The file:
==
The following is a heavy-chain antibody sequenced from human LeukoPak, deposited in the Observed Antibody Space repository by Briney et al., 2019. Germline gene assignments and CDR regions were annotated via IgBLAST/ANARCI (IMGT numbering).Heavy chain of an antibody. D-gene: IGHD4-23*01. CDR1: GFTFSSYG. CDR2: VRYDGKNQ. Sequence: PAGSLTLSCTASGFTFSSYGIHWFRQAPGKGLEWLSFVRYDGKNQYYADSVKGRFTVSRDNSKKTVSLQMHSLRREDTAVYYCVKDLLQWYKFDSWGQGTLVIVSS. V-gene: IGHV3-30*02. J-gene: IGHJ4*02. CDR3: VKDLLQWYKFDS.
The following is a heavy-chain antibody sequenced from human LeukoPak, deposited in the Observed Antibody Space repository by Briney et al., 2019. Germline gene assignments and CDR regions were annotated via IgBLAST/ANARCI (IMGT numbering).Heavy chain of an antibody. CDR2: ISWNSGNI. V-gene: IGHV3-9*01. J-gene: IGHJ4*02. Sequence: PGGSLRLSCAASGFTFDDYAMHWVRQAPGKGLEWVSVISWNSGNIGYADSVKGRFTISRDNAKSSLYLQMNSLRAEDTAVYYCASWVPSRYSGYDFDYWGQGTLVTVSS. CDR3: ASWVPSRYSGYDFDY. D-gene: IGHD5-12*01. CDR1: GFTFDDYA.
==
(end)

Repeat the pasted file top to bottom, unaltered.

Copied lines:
The following is a heavy-chain antibody sequenced from human LeukoPak, deposited in the Observed Antibody Space repository by Briney et al., 2019. Germline gene assignments and CDR regions were annotated via IgBLAST/ANARCI (IMGT numbering).Heavy chain of an antibody. D-gene: IGHD4-23*01. CDR1: GFTFSSYG. CDR2: VRYDGKNQ. Sequence: PAGSLTLSCTASGFTFSSYGIHWFRQAPGKGLEWLSFVRYDGKNQYYADSVKGRFTVSRDNSKKTVSLQMHSLRREDTAVYYCVKDLLQWYKFDSWGQGTLVIVSS. V-gene: IGHV3-30*02. J-gene: IGHJ4*02. CDR3: VKDLLQWYKFDS.
The following is a heavy-chain antibody sequenced from human LeukoPak, deposited in the Observed Antibody Space repository by Briney et al., 2019. Germline gene assignments and CDR regions were annotated via IgBLAST/ANARCI (IMGT numbering).Heavy chain of an antibody. CDR2: ISWNSGNI. V-gene: IGHV3-9*01. J-gene: IGHJ4*02. Sequence: PGGSLRLSCAASGFTFDDYAMHWVRQAPGKGLEWVSVISWNSGNIGYADSVKGRFTISRDNAKSSLYLQMNSLRAEDTAVYYCASWVPSRYSGYDFDYWGQGTLVTVSS. CDR3: ASWVPSRYSGYDFDY. D-gene: IGHD5-12*01. CDR1: GFTFDDYA.